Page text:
Reviews for The Faceless Nord
Elanriela chapter 1 . 5/25/2014
This was an interesting and well-written story. Much of the prose was beautifully written, and it flowed very well, particularly when the dragon arrived. The passage that describes Frida’s absorption of the dragon soul was beautiful. In the words of Toni Morrison, language has to “get out of the way” for a story to have impact, and I believe that “The Faceless Nord” is successful in accomplishing this. What I particularly loved about this piece is that Idolf was the main character, not the dragonborn. This makes the piece more accessible to us, as Idolf is the kind of “ordinary” person that we as an audience can relate to. Idolf’s personality was clearly visible and well portrayed. However, I thought that Frida could have used a little more fleshing out and a more distinct voice, while maintaining some of the mystery of her character. I liked the idea of the “faceless nord,” the sense that Frida is everyone and no one, and it would have been interesting to see this aspect of her played up a bit more. Idolf’s choice to call her nord before discovering her true name felt a bit off. Why? To put this in perspective, you wouldn’t call another British person a Brit, would you? No, you would say sir, ma’am, miss, etc. It would have made more sense for Idolf to call her “kinsman” (I am assuming that Idolf is a nord). I would also like to offer some criticism of the sex scene. The word “fucking,” in particular, threw me off. It seemed out of place in an otherwise classy and descriptive work. It also gives a connotation of a lack of intimacy. I felt that Idolf and Frida were having a quick but meaningful encounter, not an emotionless exchange, and the word choice conflicted with the value of the moment. I also noticed several grammatical errors. Incorrect comma placements were scattered throughout the piece, and there were a few tense inconsistencies, none of which were too jarring, but it’s something to be more aware of in the future. I enjoyed the ending. It left the reader to imagine the future, but not in a dissatisfying way. There was enough evidence to suggest that Frida would return, and I liked how the story hinted at her personal quest, but did not follow it. This piece maintained its purpose as a vignette and did everything that it should have. I appreciated the subtle elements of Skyrim humor; the arrow in the knee, lollygagging. When I first set out to read this piece, I thought it would be about a widowed Alvor and his new romance, so I would remove him from the character area, as he was only mentioned in the story. Overall, I really did enjoy this piece. I noticed that it’s your only Skyrim fanfiction, so I really hope that you write more of Tamriel in the future. Loved it!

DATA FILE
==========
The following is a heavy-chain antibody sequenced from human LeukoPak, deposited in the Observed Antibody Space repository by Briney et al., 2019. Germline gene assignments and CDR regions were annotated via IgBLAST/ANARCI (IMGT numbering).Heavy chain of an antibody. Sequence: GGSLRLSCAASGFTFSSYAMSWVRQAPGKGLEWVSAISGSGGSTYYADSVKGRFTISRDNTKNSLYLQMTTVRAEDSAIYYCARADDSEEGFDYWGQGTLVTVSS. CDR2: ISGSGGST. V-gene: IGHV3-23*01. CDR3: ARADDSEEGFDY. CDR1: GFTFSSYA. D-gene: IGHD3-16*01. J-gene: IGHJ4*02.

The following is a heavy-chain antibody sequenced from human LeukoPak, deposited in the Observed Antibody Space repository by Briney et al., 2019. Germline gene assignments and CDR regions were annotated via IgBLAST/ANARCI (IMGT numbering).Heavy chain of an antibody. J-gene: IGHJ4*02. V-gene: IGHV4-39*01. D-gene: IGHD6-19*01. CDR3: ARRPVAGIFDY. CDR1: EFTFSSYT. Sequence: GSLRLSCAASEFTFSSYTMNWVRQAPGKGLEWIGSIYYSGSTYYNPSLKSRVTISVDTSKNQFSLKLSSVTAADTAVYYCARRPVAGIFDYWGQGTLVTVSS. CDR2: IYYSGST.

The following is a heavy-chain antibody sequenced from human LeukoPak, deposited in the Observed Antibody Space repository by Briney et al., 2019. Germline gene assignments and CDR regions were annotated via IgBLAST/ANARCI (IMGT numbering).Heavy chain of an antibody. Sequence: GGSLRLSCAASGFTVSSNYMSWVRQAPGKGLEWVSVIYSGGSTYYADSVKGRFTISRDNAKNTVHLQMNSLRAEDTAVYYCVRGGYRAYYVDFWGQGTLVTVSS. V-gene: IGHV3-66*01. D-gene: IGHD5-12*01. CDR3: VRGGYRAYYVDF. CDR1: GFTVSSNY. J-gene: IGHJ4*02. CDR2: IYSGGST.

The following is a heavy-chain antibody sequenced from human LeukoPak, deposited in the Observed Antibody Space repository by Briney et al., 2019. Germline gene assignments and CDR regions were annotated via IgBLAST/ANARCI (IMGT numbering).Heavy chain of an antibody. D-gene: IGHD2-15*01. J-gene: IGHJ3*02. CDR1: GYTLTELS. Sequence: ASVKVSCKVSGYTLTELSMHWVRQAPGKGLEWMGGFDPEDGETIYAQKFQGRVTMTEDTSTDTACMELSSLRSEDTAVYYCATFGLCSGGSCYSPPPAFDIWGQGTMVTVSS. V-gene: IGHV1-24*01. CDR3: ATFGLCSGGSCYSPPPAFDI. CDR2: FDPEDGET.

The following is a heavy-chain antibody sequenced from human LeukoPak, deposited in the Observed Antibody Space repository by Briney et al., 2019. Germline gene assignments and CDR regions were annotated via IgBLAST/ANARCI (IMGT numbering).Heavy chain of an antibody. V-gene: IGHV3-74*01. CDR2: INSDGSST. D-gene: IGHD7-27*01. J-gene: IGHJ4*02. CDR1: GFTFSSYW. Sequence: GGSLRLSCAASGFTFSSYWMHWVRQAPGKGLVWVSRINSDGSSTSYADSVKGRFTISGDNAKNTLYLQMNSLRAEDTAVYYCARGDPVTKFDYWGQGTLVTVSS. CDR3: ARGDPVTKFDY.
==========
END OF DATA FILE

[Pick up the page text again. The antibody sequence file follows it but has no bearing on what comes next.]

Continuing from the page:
LiamJJohnson chapter 1 . 1/15/2013
Alright. Let's go!

I love your prose. It's succinct and balanced. For someone not making a living out of it, your prose hits the spot; blending the action and dialogue, with diverse description without going over the top and you choose the right details to elaborate on- the ones that matter to our characters. There are writers in the industry who can't find as good a balance as you have.

I like you're taking on something different too and this proves that you can write for different genres and specific briefs, another useful quality. It was a nice angle- the drama of the fantasy kept grounded by the relative nature of your protagonist to us, the audience.